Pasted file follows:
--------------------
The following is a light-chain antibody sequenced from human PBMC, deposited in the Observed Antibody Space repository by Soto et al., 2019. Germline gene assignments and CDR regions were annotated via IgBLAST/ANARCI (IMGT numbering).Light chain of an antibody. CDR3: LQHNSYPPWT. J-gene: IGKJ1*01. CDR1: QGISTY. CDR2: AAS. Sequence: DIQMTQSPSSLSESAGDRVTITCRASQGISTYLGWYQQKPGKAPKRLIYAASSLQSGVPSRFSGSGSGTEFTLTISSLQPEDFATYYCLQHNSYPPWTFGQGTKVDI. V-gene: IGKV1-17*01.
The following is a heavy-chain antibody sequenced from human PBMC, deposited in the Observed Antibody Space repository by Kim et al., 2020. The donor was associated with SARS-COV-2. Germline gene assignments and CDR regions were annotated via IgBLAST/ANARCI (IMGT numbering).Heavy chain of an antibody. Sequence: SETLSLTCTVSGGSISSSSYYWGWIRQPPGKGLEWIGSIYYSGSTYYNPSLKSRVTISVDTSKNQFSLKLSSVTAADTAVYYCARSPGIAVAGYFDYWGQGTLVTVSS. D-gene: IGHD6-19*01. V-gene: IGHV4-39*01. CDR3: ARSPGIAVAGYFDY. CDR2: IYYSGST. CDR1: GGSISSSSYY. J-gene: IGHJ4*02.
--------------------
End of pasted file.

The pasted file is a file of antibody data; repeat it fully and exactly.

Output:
The following is a light-chain antibody sequenced from human PBMC, deposited in the Observed Antibody Space repository by Soto et al., 2019. Germline gene assignments and CDR regions were annotated via IgBLAST/ANARCI (IMGT numbering).Light chain of an antibody. CDR3: LQHNSYPPWT. J-gene: IGKJ1*01. CDR1: QGISTY. CDR2: AAS. Sequence: DIQMTQSPSSLSESAGDRVTITCRASQGISTYLGWYQQKPGKAPKRLIYAASSLQSGVPSRFSGSGSGTEFTLTISSLQPEDFATYYCLQHNSYPPWTFGQGTKVDI. V-gene: IGKV1-17*01.
The following is a heavy-chain antibody sequenced from human PBMC, deposited in the Observed Antibody Space repository by Kim et al., 2020. The donor was associated with SARS-COV-2. Germline gene assignments and CDR regions were annotated via IgBLAST/ANARCI (IMGT numbering).Heavy chain of an antibody. Sequence: SETLSLTCTVSGGSISSSSYYWGWIRQPPGKGLEWIGSIYYSGSTYYNPSLKSRVTISVDTSKNQFSLKLSSVTAADTAVYYCARSPGIAVAGYFDYWGQGTLVTVSS. D-gene: IGHD6-19*01. V-gene: IGHV4-39*01. CDR3: ARSPGIAVAGYFDY. CDR2: IYYSGST. CDR1: GGSISSSSYY. J-gene: IGHJ4*02.